Education and conservatives

If you are a conservative interested in education, you need to read this excellent column by Neal McClusky on conservatives embrace of big government education muddling on National Review Online. Mr McClusky starts of with this:
For decades, conservatives stood against big-government intrusions into American education. They defended local control of schooling, championed parental choice, and pushed to abolish the federal Department of Education. But then, tragedy struck: Republicans took power in Washington, and conservatives suddenly learned to love big government. Indeed, some are now so enamored of it that they are proposing what was once unthinkable: having the federal government set curricular standards for every public school in America.
As you may be aware, over the weekend former secretaries of education Bill Bennet and Rod Paige had a column in the Washington Post advocating for the creation of a national test for education. Because the solution to something government meddling has already badly screwed up is . . . even more government meddling.
This flies in the face of what we have learned from the few government programs which have had some success in reform; states, when given the freedom are excellent incubators and laboratories for innovative approaches to entrenched problems. Welfare reform and Medicare reform are two excellent examples. I am also willing to bet that in 20 years we will be looking at state experiments like what is going on in Minnesota and Massachusetts as the beginning of healthcare reform.
The idea that education can be improved by giving more power and influence to Washington politicians is laughable. In fact, I would argue that the growing influence and involvement of national politics in the education issue have served to thwart any meaningful movement in improving education. There are, in my opinion, 3 things which need to happen in order for meaningful education reform to happen: teachers must be treated as professionals and have control over the conduct and content of their teaching, parents must be free to make educational choices for their children including enrolling their children in their schools of choice and the influence of large national teacher’s unions must be diminished. The nationalization of education works against all 3 of these changes. More and more teachers are being treated like trained monkeys who are expected to jump and hop according to what bureaucrats demand rather than using their brains, experience and skills to meet their student’s needs. A national agenda for education makes it very easy for powerful, out of touch national education unions to influence any education reforms which are enacted (one big target is much easier to handle than tens of thousands of smaller, local targets which are less likely to be influenced by lobbying efforts). In contrast, parents find it very difficult to get the attention of national politicians as opposed to local school board members and administrators who might be willing to respond to their concerns (if their hands weren’t actively being tied by national politicians and teacher’s unions). Not to mention that as long as the national teachers union has a strong influence in the political arena, parent’s are unlikely to be given much leeway in determining where their children will attend school.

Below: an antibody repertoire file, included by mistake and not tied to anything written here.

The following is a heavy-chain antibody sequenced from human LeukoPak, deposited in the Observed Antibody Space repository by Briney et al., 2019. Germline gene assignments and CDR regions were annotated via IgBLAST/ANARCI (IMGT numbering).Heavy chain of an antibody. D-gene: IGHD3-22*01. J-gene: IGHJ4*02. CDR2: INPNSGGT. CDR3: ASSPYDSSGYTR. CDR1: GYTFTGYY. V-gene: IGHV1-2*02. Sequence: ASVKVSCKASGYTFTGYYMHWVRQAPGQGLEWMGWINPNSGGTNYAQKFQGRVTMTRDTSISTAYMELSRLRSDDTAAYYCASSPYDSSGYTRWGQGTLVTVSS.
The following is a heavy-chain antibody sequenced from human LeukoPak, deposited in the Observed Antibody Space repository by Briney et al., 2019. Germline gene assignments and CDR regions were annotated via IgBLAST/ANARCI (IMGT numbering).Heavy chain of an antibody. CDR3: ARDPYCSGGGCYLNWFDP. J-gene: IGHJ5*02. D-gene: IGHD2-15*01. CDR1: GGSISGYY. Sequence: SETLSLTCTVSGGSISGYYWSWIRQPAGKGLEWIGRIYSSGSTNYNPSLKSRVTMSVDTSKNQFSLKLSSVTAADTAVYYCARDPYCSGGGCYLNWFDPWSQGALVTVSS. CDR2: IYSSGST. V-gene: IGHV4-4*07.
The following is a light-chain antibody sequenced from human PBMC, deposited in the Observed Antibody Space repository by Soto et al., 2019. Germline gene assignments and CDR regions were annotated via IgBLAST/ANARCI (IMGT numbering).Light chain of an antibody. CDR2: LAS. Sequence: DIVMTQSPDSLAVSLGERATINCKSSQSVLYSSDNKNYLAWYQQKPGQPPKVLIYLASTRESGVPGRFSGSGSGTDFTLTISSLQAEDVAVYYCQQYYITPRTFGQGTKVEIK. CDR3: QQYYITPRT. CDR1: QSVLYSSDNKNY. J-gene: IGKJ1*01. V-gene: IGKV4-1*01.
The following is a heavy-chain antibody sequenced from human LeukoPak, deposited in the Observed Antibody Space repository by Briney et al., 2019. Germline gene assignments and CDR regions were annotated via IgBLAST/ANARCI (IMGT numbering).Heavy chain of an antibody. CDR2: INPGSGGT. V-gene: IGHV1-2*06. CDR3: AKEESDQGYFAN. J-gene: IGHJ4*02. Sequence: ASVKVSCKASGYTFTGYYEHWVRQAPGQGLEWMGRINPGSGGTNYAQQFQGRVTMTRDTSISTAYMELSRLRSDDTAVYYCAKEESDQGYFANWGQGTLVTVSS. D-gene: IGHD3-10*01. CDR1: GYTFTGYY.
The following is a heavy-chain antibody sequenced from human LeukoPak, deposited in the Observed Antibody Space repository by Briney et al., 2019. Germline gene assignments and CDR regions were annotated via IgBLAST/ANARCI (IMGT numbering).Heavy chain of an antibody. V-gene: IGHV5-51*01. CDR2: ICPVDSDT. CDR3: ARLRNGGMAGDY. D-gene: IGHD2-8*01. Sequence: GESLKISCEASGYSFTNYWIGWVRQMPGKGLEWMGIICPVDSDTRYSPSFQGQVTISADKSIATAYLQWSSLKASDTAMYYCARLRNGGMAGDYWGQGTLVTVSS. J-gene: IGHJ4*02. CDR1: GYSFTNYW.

Although nationalized testing and curriculum are taking on an air of inevitability, we must resist the temptation to short-cut our way into further disaster by giving the federal government even more say over what goes on in the classroom. As Mr. McClusky points out in his NRO piece:
no matter how much conservatives wish it weren’t so, decades of monopolistic public schooling have proven that government will never provide desirable standards. Indeed, the numerous inherent problems of government are among the many reasons that the framers of the Constitution gave Washington no authority over education. . . As Congress moves inexorably closer to next year’s scheduled reauthorization of NCLB, conservatives must reject calls for federal standards and tests, and remember the principles that they once held dear. Politically compromised, big-government policies will simply never provide the education our children need and deserve. Only pulling government out of education, and empowering parents and families with school choice, will do that.


5 thoughts on “Education and conservatives

  1. I agree with you that the federal govt. needs to get out of education, but you fall into the typical trap of blaming teachers’ unions.

    Here in Texas there are basically no such thing as a teachers’ union, as by law we cannot collective bargain or strike. We are also home to the high stakes testing program that became NCLB, the massive intrusion into state control.

    But yet, Texas ranks near the bottom on many measures of education achievement, especially SAT and ACT scores, number of dropouts and number of college graduates.